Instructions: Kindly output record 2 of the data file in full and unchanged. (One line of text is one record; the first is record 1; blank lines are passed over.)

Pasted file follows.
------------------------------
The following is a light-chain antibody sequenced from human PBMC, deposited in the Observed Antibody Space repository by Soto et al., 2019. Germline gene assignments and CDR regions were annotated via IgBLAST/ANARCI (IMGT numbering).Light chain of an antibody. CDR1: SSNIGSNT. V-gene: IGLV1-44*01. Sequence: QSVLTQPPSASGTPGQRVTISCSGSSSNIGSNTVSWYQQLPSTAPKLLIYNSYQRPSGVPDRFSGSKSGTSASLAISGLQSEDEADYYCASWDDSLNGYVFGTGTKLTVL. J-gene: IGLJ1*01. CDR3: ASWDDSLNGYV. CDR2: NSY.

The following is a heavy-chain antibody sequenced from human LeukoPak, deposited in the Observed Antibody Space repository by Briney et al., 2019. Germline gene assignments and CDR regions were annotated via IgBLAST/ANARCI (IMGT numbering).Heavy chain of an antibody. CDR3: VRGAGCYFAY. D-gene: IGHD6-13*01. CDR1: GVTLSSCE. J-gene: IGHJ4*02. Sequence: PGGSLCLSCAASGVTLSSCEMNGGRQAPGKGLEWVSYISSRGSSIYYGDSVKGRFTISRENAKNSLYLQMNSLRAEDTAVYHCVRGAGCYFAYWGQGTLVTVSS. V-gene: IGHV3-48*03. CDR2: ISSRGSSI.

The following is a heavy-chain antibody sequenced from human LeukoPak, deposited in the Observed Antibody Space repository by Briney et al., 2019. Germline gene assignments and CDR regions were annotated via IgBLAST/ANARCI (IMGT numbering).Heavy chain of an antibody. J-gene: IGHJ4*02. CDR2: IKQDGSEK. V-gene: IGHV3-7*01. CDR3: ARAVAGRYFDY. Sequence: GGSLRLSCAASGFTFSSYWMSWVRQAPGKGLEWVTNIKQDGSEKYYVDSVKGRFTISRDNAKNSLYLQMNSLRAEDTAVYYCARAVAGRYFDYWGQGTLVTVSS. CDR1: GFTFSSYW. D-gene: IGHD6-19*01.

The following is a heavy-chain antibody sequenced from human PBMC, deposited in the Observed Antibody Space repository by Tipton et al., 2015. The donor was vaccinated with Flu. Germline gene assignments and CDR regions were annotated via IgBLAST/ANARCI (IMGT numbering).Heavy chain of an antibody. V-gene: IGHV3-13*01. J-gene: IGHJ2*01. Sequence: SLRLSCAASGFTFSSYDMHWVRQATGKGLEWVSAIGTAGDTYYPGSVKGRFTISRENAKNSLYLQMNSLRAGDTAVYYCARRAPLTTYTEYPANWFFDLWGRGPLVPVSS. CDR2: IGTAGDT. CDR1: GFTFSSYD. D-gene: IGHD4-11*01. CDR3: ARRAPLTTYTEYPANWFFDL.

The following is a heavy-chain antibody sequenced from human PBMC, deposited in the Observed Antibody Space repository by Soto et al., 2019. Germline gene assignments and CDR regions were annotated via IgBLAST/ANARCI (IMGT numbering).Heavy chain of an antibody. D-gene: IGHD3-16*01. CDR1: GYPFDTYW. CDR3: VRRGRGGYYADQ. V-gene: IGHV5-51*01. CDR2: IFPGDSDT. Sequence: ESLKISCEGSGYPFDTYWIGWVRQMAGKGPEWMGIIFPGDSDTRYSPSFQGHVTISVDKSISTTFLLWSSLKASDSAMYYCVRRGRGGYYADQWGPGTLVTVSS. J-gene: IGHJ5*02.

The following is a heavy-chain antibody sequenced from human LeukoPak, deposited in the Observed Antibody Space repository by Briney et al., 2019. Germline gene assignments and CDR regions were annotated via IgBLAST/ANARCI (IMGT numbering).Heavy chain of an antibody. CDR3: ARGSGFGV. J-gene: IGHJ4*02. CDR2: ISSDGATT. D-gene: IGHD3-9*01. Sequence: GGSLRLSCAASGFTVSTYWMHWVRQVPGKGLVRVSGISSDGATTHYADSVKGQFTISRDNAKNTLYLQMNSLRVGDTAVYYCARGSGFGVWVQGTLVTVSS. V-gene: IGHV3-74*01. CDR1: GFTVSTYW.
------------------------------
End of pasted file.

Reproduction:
The following is a heavy-chain antibody sequenced from human LeukoPak, deposited in the Observed Antibody Space repository by Briney et al., 2019. Germline gene assignments and CDR regions were annotated via IgBLAST/ANARCI (IMGT numbering).Heavy chain of an antibody. CDR3: VRGAGCYFAY. D-gene: IGHD6-13*01. CDR1: GVTLSSCE. J-gene: IGHJ4*02. Sequence: PGGSLCLSCAASGVTLSSCEMNGGRQAPGKGLEWVSYISSRGSSIYYGDSVKGRFTISRENAKNSLYLQMNSLRAEDTAVYHCVRGAGCYFAYWGQGTLVTVSS. V-gene: IGHV3-48*03. CDR2: ISSRGSSI.